After forfeiting yet another crucial late touchdown, Penn football fell to Yale by the score of 24-19. The Bulldogs (5-1, 2-1 Ivy) pulled ahead with a score with just four minutes remaining in the game, and handed the Quakers (2-4, 0-3) their fourth straight loss, including three straight Ivy contests. All of the Ivy losses have been by one score or fewer.
I won't get fooled again.
Channeling his inner Bo Schembechler, Penn football coach Ray Priore preached the importance of standing together heading into Saturday’s Ivy League tilt with Yale.
With both athletics practices and on-campus recruiting (OCR) presentations often being scheduled for the evening to accommodate course-schedules and traveling job-recruiters, many in-season athletes struggle to balance a commitment to their teams with a desire to secure corporate internships and jobs.
Penn football is in trouble after falling to 0-2 with a loss to Columbia. But, in the grand scheme of the Ivy title hunt, are the Quakers down for the count, or are their backs simply against the wall?
Priore has shied away from calling Penn's situation a quarterback controversy. He insisted instead that it was merely a quarterback competition. Now there is no doubt.
At halftime, the Quakers lead the Lions 14-7.
Reader, have you ever heard the tragedy of Darth Bagnoli the Wise?
Penn (2-2, 0-1 Ivy) visit Columbia (4-0, 1-0) on Saturday in a critically important bounce back opportunity. Penn has a twenty-game winning streak against the Lions, and the Quakers hope to continue this trend this weekend.
On Tuesday, the Buffalo Bills announced that former Penn football captain and tight end Ryan O’Malley had been signed to the team’s practice squad. The announcement comes just a day after Bills tight end Charles Clay underwent left knee surgery, which is expected to keep Clay sidelined for multiple weeks.
Mills only has six games left before he becomes a full-time engineer. He’ll undoubtedly leave an impact on each one.
Penn football struggled for all but 10 glorious minutes against Central Connecticut State (CCSU) in a 42-21 loss. Injuries and sloppy play made it hard for the Quakers (2-2, 0-1 Ivy) to get anything going.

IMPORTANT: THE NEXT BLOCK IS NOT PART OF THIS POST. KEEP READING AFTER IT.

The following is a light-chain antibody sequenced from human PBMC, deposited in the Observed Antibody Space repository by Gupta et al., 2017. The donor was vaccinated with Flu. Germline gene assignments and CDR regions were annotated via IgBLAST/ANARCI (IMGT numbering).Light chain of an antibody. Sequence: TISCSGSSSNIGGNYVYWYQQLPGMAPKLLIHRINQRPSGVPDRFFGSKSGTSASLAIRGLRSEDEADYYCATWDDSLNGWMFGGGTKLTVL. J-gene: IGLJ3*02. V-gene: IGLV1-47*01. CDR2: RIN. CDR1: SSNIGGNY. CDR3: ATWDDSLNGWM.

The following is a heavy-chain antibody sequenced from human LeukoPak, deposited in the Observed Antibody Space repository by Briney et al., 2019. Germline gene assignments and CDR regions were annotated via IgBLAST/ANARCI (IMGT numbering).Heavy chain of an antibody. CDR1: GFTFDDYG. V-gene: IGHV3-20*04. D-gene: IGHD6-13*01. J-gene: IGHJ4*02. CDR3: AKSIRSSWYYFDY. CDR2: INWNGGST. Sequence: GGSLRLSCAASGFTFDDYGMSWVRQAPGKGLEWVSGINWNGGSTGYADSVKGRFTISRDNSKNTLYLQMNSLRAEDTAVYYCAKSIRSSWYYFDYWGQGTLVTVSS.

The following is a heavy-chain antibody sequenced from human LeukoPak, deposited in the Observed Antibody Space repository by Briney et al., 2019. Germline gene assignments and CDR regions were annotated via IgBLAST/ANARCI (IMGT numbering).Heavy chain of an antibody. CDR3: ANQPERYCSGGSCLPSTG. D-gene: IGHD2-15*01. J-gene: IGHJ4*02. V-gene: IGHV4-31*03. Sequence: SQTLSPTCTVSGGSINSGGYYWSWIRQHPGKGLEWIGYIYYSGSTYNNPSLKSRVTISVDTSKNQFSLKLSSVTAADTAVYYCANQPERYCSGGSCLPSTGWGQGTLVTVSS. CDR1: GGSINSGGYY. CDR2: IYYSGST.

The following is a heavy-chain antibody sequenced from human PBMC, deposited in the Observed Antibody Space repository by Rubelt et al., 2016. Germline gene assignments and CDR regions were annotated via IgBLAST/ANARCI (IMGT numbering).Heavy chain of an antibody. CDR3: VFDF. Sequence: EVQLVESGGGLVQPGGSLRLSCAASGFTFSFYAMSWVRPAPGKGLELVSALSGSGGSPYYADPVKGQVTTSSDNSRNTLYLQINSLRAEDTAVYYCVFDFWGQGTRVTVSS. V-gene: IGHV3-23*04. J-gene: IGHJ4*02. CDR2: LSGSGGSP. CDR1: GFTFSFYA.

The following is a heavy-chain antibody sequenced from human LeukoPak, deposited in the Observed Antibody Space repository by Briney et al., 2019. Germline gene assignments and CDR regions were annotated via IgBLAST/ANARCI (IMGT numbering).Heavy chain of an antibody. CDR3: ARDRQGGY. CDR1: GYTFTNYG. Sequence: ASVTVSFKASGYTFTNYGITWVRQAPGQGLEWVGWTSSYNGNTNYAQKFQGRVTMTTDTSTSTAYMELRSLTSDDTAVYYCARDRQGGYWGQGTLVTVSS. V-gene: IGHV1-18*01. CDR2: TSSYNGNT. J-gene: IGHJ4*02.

The move adds yet another bump in Torgersen’s road as he continues to seek out his break into the National Football League.
With so many contenders, our staff faces off to debate: Which team has the best chance to finish the fall as an Ivy League Champion?
Beyond the raw emotional reaction of losing on a walk-off touchdown on national television, Penn’s performance left something to be desired. Coach Ray Priore rightly credited Dartmouth for a well-played game, but the loss highlighted weaknesses in the Quakers' squad that had not been made evident in the non-conference slate.
Two plays in the last five minutes — one on each end of the field — made the difference between Penn football and Dartmouth as the Quakers came out on the wrong side of a 16-13 loss under the Friday night lights of Franklin Field.
The Quakers trail Dartmouth at halftime of their Ivy League opener, 10-7.
Did I lie to you all last week, when I went against my 15 fellow Swamis and said Penn would lose? I wouldn't call myself a liar, but I wouldn't call myself a truther.
Penn football’s running backs have stepped up after senior and 2016 first-team All-Ivy selection Tre Solomon left in the first quarter of the season opener with an apparent ankle injury.
With parity in the Ancient Eight arguably the highest in recent memory, a single play could spell the difference between a championship and fourth place. Penn’s next opponent, Dartmouth, gave a great example of this last week.